While Edward Dennekamp and Neil Jones from Lighthouse Games believe that the degree offered will be a game changer for future developers. “If only this degree was available when we were students; it has a unique approach providing a balance between the design and development of games, with a strong real-world application ensuring industry ready students. The programme supports the possibility for a student to launch their own game, and make money from it, even before they graduate, which is significant.”

As the electronic games industry continues to be one of the fastest growing industries worldwide with no signs of slowing down and video games becoming a primary form of entertainment, it is reassuring to know that South Africa is well on its way to producing ‘game-changers’ that meet the demand for complex and superior games.

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Welcome to world of 2099

The world of 2099 will be unrecognisable from the world of today, but it can be predicted, says one visionary. ARTHUR GOLDSTUCK met him in Singapore.

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Futuristic structures tower over the landscape. Giant, alien-looking trees light up with dazzling colours amid the hundreds of plant species that grow up their trunks. Cosmetic stores sell their wares via public touch-screens, with products delivered instantly in drawers below the screens.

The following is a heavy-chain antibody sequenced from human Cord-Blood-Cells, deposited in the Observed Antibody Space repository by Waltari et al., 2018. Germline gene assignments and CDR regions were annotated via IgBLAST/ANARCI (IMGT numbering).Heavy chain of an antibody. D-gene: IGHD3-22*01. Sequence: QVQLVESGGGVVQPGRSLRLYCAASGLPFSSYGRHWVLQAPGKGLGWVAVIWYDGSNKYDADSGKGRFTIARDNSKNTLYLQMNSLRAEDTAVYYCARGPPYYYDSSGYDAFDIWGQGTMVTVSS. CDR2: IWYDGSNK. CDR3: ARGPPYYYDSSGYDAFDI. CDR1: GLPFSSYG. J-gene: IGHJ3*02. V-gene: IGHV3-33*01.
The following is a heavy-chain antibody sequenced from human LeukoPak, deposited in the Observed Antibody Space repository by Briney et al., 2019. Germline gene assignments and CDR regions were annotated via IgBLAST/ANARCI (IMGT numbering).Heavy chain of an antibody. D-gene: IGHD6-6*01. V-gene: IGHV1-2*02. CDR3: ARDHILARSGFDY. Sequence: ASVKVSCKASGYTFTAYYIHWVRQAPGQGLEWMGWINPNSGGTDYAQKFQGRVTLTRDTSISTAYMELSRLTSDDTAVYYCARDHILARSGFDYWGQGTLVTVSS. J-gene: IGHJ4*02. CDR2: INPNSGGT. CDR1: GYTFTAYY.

This is not a vision of the future. It is a sample of Singapore today. But it is also an inkling of the world we may all experience in the future.

Singapore was the venue, last week, of the World Cities Summit, where engineers, politicians, investors and visionaries rubbed shoulders as they talked about the strategies and policies that would enhance urban living in the future.

As part of the Summit, global payment technologies leader Mastercard hosted a small media briefing by one of Singapore’s leading thinkers about the future, Dr Damian Tan, managing director of Vickers Venture Partners. The company’s slogan “We invest in the extraordinary,” offers a small clue to Tan’s perspective.

“We look as far forward as 2099 because, as a venture capital firm, we invest in the long term,” he tells a group of journalists from Africa and the Middle East. “Companies explode in growth because there is value in the future. If there is no growth, they won’t explode.”

The big question that the Smart Cities Summit and Mastercard are trying to help answer is, what will cities look like in the year 2099? Tan can’t give an exact answer, but he offers a framework that helps one approach the question.

“If you want to look at 81 years into the future, and understand the change that will come, you need to double that amount and look into the past. That takes us to 1856. The difference between then and now is the difference you can expect between now and 2099.”

Click here or on the page link below to read on: Page 2: Soldiers and Health in 2099.

  •    Arthur Goldstuck is founder of World Wide Worx and editor-in-chief of Gadget.co.za. Follow him on Twitter on @art2gee and on YouTube

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Street art goes electric